Back in July 2001 I initiated a discussion on Crosstalk with a post entitled 'Worries about Q' in which I suggested a thought experiment: what if Q had survived and Mark had not? I suggested that if one tried to reconstruct Mark from Matthew and Luke (assuming a knowledge of what they got from Q) in the same manner that many scholars reconstruct Q from Matthew and Luke (assuming also a knowledge of what they got from Mark), the reconstructed Mark that would result would not be adequate to support Markan scholarship as we know it. Later in 2001 the Expository Times carried an article by Dr C.S. Rodd arguing along very similar lines . The Expository Times subsequently carried a pair of articles by Christopher Tuckett and Paul Foster responding to Rodd and suggesting that he had not, in fact, made a strong case against delineating the theology of Q . My short article 'Challenging Q' is a reply to Tuckett and Foster (mainly the latter) defending the position of Rodd's article and my contributrion to the debate on Crosstalk . In the meantime I have been working on a much more detailed version of this argument in 'Reconstructing Mark: A Thought Experiment', which is due to be published in a collection of essays edited by Mark Goodacre and Nicholas Perrin under the (provisional) title On Questioning Q.
Part of this exercise involves deciding what a Mark reconstructed along these lines might look like. One suggestion is that of Craig Evans . My own proposal is a little different.
To reconstruct Mark from Matthew, Luke and Q while minimizing the
influence of what we know of Mark, one needs to devise a procedure that is
both relatively objective and relatively independent of canonical Mark,
and one which is also reasonably analogous to the way in which Q is
reconstructed. One way to do this is to proceed as follows. First, set out
Matthew and Luke in parallel columns, noting what comes from Q, what they
have in common outside Q (which one might call 'double attestation' or DA
for short) and what (on this hypothetical scenario) appears to be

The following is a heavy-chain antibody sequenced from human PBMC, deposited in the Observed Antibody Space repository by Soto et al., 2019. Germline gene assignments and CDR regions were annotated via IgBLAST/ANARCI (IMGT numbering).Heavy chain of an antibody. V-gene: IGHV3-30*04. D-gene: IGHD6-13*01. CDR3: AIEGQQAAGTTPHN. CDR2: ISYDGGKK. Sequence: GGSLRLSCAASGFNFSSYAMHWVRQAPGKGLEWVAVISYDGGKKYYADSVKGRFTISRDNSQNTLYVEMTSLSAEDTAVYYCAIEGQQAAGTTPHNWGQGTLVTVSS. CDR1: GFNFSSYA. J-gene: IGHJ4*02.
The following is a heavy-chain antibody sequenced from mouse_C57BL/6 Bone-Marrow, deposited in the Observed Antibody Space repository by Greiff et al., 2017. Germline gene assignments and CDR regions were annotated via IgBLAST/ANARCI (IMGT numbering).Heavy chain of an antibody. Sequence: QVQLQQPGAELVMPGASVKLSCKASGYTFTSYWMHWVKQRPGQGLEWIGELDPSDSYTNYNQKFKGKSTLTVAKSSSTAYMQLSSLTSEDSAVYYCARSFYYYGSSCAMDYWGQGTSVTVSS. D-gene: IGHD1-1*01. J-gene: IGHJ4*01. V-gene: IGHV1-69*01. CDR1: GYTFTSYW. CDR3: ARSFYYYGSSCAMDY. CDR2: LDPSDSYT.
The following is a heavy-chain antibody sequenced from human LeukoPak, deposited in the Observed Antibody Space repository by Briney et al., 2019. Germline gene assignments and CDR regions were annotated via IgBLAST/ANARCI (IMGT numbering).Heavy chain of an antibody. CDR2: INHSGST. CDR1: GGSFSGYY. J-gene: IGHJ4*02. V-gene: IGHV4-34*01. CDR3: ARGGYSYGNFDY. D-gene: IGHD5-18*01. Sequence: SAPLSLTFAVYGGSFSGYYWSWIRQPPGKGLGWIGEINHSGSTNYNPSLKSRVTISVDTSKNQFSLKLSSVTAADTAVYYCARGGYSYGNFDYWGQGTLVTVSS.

Sondergut. I conducted this exercise in two tables, the first covering the
parallels to Mark 1-13 and the second
covering those to Mark's Passion Narrative
(i.e. Mark 14-16) Where DA material appears in the same sequence in both
Matthew and Luke, this can confidently be assigned to Reconstructed Mark
(RMk) in the same place. Where DA material appears in different sequences,
then, on the assumption that Luke will be seen to follow Q more
faithfully, accept the Luke placing by default, but use the Matthew
placing if this seems obviously better (especially if the Lukan parallel
is used in his travel section). Then add any pieces of Sondergut that seem
necessary to fill in any obvious lacunae in the RMk text. I have attempted
to follow this procedure, and the resultant outline of the extent and
order of RMk is shown here.
This is only a first approximation, of course. At this stage of the proceedings, there has been no attempt to reconstruct the precise wording of RMk. Moreover, all the Q material has been excluded and would need to be examined for possible Q-Mk overlaps, just as further examination might allow a case to be made for the inclusion of some more Sondergut material. Where possible, the reconstruction has been done with complete pericopae, but where the relationship between Matthew, Luke (and Q) becomes more complex, it has been necessary to break pericopae down into smaller units.
 C.S. Rodd,'The End of the Theology of Q?' in The Expository Times 113 (2001), pp. 5-12.
 Christopher M. Tuckett, 'The Search for a Theology of Q: A Dead End?' and Paul Foster, 'In Defence of the Study of Q', The Expository Times 113 (2002), pp. 291-94 & 295-300.
 Eric Eve, 'Challenging Q', The Expository Times 113 (2001), pp. 408-409. The Editor was forced to reduce the section of my argument relating to Mark-Q overlaps and replace it with a brief footnote (note 13), stating "Foster's suggestion of a further asymmetry between the reconstructions of Q and Mark in relation to Mark-Q overlaps is also not convincing." Anyone wishing to see the argument that orginally supported this assertion may view the omitted passge here.
 Craig Evans, 'Authenticating the Words of Jesus' in Bruce Chilton and Craig A. Evans (eds.), Authenticating the Words of Jesus (Leiden: Brill, 1999), pp. 3-14 (7-8). [Back to text]
Last Updated by Eric Eve